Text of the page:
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Rooney and Black Gold live in Los Angeles at the Fonda Music Box on June 19, 2010, reviewed for Venus Zine:
Rooney and Black Gold Live
Rooney goes pop while Black Gold weasels in the lost album of 2009 in L.A.
June 19, 2010, at the Music Box
By Lily Moayeri
Published: June 23rd, 2010 | 12:00pm
There is something very wrong about going to a rock show at a Hollywood venue when the sun is still out. It is even stranger when the venue lights flip on at the start of the first band’s performance, in this case the New York-based Black Gold. This did not stop the twosome—which expands to a foursome on stage—from playing songs off its debut full-length, 2009’s Rush (R.E.D.), like it was pitch dark and the peak of night. Black Gold’s shows have improved exponentially over time. This, however, has not curbed the band’s penchant for clichéd arena rock face pullings or exaggerated dance moves with instruments as partners. But, Rush is one of the lost gems of last year and is worth checking out, live or otherwise.
An hour and a half later, the Music Box was far from full. With tons of breathing space on the main floor and the balcony closed, it was a sad turnout for the hometown headliners, Rooney. As is always the case for this L.A. quintet, those in attendance—which reliably includes a very young contingent—are dedicated fans, including those wielding the infamous Rooney flag. California always plays a central role, particularly with the backdrop of palm trees at sunset at the Pacific Ocean.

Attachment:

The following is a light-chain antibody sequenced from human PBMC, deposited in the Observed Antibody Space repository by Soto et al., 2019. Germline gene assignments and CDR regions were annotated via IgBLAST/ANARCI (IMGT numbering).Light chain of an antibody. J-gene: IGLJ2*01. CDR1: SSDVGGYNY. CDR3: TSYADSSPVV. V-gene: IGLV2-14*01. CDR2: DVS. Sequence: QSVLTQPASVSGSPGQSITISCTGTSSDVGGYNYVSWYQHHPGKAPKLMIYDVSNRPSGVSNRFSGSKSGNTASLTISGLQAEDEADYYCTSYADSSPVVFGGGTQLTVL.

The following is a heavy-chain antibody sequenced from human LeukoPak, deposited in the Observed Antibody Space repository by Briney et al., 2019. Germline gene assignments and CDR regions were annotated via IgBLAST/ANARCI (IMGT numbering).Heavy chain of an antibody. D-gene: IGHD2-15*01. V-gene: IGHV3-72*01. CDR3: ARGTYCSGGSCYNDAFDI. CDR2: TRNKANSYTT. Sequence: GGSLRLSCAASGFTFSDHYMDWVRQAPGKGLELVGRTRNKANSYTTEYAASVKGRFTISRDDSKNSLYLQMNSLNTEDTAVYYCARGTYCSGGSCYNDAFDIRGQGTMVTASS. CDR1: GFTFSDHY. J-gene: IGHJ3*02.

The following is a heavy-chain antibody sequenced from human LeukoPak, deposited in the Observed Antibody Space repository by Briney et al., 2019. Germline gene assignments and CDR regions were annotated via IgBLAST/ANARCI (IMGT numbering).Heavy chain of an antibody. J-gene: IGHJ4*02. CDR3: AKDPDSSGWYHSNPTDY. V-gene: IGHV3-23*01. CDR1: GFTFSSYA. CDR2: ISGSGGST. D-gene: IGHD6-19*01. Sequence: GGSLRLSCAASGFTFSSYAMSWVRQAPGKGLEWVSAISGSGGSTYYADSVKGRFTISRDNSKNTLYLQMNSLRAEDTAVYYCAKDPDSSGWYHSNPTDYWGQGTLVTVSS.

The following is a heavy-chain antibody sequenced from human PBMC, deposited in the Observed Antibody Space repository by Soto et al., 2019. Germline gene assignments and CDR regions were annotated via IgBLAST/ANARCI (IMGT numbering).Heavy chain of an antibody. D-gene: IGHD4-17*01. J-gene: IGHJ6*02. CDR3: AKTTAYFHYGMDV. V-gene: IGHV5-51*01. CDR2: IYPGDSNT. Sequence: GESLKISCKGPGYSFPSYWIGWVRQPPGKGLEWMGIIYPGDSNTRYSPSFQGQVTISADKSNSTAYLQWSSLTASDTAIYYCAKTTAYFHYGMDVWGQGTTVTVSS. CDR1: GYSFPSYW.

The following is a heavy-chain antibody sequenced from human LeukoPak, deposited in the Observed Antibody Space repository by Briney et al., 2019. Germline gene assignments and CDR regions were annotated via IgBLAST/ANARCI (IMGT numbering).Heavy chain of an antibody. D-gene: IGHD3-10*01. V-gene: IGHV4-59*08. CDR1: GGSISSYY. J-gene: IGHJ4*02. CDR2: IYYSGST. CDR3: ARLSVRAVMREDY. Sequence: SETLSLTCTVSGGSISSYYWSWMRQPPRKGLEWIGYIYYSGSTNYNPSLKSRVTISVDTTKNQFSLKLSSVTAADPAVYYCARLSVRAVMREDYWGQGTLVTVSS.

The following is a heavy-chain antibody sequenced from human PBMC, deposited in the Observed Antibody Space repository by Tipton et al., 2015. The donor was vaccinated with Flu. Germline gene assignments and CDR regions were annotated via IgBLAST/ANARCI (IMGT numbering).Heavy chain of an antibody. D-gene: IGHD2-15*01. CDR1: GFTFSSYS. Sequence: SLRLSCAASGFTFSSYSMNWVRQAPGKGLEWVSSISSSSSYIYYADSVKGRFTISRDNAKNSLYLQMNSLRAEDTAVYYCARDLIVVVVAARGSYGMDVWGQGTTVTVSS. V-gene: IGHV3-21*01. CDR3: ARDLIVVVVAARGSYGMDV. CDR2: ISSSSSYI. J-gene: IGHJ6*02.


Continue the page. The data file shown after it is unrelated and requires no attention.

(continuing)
Rooney’s set list is based on audience votes and contains a cross-section of material from its recently released album, Eureka (released on the band’s own California Dreaming label) as well as its 2003 self-titled debut (Geffen) and 2007’s Calling The World. The group, including new bass player Brandon Schwartzel, were ultra-prepared with a tight performance. Vocalist and principal songwriter Robert Schwartzman has a way with a pop hook. This talent is witnessed to a lesser degree on Eureka than on the other albums—and it became even more apparent when classic older numbers such as “Paralyzed” or “When Did Your Heart Go Missing” were played next to newer ones such as the downbeat “Only Friend.”
The audience response reflects this pop factor, reaching frenzied peaks on the sleeper hit “I Should Have Been After You” and the song that put Rooney on the map after it appeared on The O.C., “I’m Shakin’.” An added bonus for the show was Weezer’s Brian Bell joining Rooney for “Stars and Stripes.”
Even if Rooney is losing some of its youthful bounce, it is more than making up for it in improved musicianship. Someone needs to have these camera-friendly guys featured on their teen-geared television show soon so they can regain their pop footing. Only then will Schwartzman be forced to spruce up and get rid of the California boy uniform of wrinkled T-shirt and baseball cap.